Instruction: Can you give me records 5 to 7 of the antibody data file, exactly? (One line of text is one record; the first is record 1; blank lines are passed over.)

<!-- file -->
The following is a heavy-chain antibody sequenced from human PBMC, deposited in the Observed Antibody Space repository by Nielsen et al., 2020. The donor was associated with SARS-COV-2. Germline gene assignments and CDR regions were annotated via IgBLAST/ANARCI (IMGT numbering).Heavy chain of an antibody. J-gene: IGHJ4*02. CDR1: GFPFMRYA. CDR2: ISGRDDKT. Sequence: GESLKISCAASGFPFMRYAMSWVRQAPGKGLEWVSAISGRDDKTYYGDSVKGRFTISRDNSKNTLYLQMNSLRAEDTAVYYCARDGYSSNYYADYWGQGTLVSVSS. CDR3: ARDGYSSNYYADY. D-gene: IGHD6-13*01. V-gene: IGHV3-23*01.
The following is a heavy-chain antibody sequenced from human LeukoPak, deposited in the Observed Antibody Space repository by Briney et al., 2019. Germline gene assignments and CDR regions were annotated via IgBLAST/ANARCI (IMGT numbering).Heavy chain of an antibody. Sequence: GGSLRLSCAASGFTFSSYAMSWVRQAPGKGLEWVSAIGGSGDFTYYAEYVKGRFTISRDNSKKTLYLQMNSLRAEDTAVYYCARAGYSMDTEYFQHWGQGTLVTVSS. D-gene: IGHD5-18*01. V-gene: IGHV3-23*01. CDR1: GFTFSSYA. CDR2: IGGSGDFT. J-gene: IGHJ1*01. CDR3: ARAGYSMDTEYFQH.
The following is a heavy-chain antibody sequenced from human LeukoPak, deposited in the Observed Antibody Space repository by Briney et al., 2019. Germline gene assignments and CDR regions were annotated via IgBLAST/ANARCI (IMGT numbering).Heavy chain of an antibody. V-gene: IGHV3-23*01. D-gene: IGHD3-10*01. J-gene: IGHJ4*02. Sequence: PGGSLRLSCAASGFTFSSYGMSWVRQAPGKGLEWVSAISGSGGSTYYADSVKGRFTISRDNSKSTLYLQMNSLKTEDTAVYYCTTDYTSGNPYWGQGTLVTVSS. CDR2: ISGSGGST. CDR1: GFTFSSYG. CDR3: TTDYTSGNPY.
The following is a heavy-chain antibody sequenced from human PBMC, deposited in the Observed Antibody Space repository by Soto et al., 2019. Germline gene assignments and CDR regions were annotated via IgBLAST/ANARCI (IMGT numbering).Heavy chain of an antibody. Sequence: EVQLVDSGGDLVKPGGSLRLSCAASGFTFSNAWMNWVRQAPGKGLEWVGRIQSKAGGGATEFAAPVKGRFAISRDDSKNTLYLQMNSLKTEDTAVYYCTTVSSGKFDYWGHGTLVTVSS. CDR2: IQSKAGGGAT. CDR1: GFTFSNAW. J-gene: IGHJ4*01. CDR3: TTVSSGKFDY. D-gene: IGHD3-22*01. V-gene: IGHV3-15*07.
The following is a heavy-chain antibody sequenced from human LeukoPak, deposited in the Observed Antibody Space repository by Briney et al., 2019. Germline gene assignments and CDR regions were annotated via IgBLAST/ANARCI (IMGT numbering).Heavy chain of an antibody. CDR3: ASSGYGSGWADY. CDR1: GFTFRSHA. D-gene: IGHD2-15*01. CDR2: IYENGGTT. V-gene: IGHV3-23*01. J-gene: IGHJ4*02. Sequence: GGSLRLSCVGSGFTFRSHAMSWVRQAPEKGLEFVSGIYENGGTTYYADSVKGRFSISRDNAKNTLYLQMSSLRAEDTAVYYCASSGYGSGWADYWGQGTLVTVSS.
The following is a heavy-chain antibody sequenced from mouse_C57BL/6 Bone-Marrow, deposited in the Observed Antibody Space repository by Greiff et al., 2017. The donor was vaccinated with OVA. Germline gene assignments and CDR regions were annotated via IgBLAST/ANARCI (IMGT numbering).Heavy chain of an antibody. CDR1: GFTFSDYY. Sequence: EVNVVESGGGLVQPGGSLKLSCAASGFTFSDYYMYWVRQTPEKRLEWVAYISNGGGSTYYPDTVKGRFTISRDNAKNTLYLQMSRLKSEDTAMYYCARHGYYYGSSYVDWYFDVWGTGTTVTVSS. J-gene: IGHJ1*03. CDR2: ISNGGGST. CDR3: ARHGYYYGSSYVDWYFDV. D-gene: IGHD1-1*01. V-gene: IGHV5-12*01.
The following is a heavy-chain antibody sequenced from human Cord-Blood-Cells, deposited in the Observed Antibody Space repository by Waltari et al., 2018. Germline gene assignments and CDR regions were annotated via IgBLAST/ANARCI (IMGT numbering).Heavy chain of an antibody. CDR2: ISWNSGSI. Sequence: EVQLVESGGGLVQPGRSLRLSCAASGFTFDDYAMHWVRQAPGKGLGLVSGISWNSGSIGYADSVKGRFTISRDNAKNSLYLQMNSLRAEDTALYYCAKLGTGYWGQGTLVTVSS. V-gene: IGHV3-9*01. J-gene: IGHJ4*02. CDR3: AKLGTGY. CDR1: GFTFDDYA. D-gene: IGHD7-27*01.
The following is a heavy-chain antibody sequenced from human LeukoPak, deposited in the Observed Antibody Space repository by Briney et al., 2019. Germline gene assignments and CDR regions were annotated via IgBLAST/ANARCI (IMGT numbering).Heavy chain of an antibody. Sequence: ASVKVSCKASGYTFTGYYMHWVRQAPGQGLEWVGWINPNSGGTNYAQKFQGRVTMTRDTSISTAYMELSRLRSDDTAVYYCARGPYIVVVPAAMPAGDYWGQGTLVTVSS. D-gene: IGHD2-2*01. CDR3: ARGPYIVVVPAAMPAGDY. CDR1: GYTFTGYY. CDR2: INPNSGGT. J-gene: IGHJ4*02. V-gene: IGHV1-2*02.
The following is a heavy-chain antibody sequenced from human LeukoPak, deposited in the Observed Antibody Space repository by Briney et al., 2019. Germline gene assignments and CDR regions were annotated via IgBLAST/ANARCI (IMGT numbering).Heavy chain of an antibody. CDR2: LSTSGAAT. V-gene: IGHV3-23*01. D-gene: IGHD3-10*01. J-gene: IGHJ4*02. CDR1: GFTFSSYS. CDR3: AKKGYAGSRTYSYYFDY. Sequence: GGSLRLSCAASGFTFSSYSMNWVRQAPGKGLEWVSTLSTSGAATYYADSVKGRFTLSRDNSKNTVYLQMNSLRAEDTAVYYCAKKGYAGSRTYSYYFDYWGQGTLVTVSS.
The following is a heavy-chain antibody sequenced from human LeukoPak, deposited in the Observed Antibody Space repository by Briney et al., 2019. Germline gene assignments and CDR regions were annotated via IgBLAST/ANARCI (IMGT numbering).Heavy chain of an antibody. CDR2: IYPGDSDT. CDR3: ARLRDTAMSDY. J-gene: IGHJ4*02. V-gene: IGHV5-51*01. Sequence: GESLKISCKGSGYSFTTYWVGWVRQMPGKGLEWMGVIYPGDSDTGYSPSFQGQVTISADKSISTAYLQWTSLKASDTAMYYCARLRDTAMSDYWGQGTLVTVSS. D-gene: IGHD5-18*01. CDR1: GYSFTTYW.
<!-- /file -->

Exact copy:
The following is a heavy-chain antibody sequenced from human LeukoPak, deposited in the Observed Antibody Space repository by Briney et al., 2019. Germline gene assignments and CDR regions were annotated via IgBLAST/ANARCI (IMGT numbering).Heavy chain of an antibody. CDR3: ASSGYGSGWADY. CDR1: GFTFRSHA. D-gene: IGHD2-15*01. CDR2: IYENGGTT. V-gene: IGHV3-23*01. J-gene: IGHJ4*02. Sequence: GGSLRLSCVGSGFTFRSHAMSWVRQAPEKGLEFVSGIYENGGTTYYADSVKGRFSISRDNAKNTLYLQMSSLRAEDTAVYYCASSGYGSGWADYWGQGTLVTVSS.
The following is a heavy-chain antibody sequenced from mouse_C57BL/6 Bone-Marrow, deposited in the Observed Antibody Space repository by Greiff et al., 2017. The donor was vaccinated with OVA. Germline gene assignments and CDR regions were annotated via IgBLAST/ANARCI (IMGT numbering).Heavy chain of an antibody. CDR1: GFTFSDYY. Sequence: EVNVVESGGGLVQPGGSLKLSCAASGFTFSDYYMYWVRQTPEKRLEWVAYISNGGGSTYYPDTVKGRFTISRDNAKNTLYLQMSRLKSEDTAMYYCARHGYYYGSSYVDWYFDVWGTGTTVTVSS. J-gene: IGHJ1*03. CDR2: ISNGGGST. CDR3: ARHGYYYGSSYVDWYFDV. D-gene: IGHD1-1*01. V-gene: IGHV5-12*01.
The following is a heavy-chain antibody sequenced from human Cord-Blood-Cells, deposited in the Observed Antibody Space repository by Waltari et al., 2018. Germline gene assignments and CDR regions were annotated via IgBLAST/ANARCI (IMGT numbering).Heavy chain of an antibody. CDR2: ISWNSGSI. Sequence: EVQLVESGGGLVQPGRSLRLSCAASGFTFDDYAMHWVRQAPGKGLGLVSGISWNSGSIGYADSVKGRFTISRDNAKNSLYLQMNSLRAEDTALYYCAKLGTGYWGQGTLVTVSS. V-gene: IGHV3-9*01. J-gene: IGHJ4*02. CDR3: AKLGTGY. CDR1: GFTFDDYA. D-gene: IGHD7-27*01.